Forty percent of women with heart problems will experience shortness of breath up to six months prior to a cardiac event because of lack of oxygen caused by a weak heart. Unlike men, women are more prone to experiencing severe fatigue because of a heart attack. Over 70 percent of women experience extreme fatigue months prior to a heart attack and this fatigue can worsen causing legs to feel heavier. If you fatigue is sudden without overexertion, then go see your doctor.
Worldwide, 8.6 million women die from heart disease annually. Nearly eight million American women currently live with heart disease in the U.S. Women under the age of 50 who experience a heart attack are twice as likely to die compared to men.
Common heart attack symptoms in women over 50
Women and men may experience different heart attack symptoms. For women, these symptoms can be classified as typical or atypical. Typical symptoms include chest pain that feels like pressure, squeezing, or stabbing pains in the center or left side of the chest. Discomfort and pain in the arms is also considered a typical symptom, most notably in the left arm. This pain can also spread to the neck and jaw. Typical symptoms also include nausea and vomiting, as well as shortness of breath and fatigue.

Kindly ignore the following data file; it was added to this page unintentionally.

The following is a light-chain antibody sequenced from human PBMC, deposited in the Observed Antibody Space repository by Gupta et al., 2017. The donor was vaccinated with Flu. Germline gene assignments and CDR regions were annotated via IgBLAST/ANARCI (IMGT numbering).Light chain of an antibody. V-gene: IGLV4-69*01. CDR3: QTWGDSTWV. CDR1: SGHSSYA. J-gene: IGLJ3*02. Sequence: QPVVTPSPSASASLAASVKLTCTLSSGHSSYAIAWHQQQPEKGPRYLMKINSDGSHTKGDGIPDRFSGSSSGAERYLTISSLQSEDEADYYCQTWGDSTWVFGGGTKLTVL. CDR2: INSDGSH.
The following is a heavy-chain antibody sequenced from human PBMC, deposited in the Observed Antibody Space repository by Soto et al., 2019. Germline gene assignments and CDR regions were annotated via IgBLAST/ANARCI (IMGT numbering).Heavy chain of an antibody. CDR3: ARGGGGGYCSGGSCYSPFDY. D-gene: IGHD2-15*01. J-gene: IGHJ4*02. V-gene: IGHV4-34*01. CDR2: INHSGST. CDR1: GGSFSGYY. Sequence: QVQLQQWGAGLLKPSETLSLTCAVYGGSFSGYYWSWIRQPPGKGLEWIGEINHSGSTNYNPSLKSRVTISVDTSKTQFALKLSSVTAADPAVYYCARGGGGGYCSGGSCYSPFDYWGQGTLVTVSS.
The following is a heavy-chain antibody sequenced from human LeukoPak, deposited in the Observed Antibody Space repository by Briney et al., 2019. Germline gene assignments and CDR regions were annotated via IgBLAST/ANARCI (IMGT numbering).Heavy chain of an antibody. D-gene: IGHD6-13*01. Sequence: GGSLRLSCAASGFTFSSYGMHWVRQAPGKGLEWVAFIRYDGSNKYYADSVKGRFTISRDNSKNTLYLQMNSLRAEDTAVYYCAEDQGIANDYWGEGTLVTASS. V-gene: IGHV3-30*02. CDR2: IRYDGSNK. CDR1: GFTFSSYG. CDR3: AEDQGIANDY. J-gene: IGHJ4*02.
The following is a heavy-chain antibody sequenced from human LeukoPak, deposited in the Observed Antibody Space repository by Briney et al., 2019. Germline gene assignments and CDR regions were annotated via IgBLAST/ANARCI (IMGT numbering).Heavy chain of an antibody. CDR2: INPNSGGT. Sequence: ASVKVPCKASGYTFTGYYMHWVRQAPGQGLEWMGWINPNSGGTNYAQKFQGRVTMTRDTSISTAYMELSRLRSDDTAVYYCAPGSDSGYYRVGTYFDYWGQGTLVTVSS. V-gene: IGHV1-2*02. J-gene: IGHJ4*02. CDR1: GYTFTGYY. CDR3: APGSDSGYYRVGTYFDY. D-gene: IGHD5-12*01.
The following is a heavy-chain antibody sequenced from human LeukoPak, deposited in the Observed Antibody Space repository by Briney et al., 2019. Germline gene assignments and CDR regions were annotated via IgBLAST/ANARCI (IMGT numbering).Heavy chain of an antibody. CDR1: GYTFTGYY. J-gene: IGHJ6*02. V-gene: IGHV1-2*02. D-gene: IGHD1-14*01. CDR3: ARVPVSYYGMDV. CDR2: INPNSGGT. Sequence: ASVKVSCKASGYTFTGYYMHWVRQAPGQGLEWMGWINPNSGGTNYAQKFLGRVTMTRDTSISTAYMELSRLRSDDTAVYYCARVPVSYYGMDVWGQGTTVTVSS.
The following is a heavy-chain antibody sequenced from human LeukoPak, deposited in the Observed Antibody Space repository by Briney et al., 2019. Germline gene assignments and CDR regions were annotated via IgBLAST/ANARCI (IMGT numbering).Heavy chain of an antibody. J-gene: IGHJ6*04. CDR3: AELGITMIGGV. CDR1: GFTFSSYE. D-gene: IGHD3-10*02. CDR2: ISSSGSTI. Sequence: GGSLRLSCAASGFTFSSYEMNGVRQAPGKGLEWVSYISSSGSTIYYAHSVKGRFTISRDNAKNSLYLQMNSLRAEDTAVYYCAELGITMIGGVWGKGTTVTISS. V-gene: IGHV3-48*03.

Atypical symptoms experienced by women over 50 who are suffering a heart attack include abdominal pain or discomfort, excessive sweating, lightheadedness and dizziness, toothache, weak or irregular pulse, and unusual levels of anxiety and stress.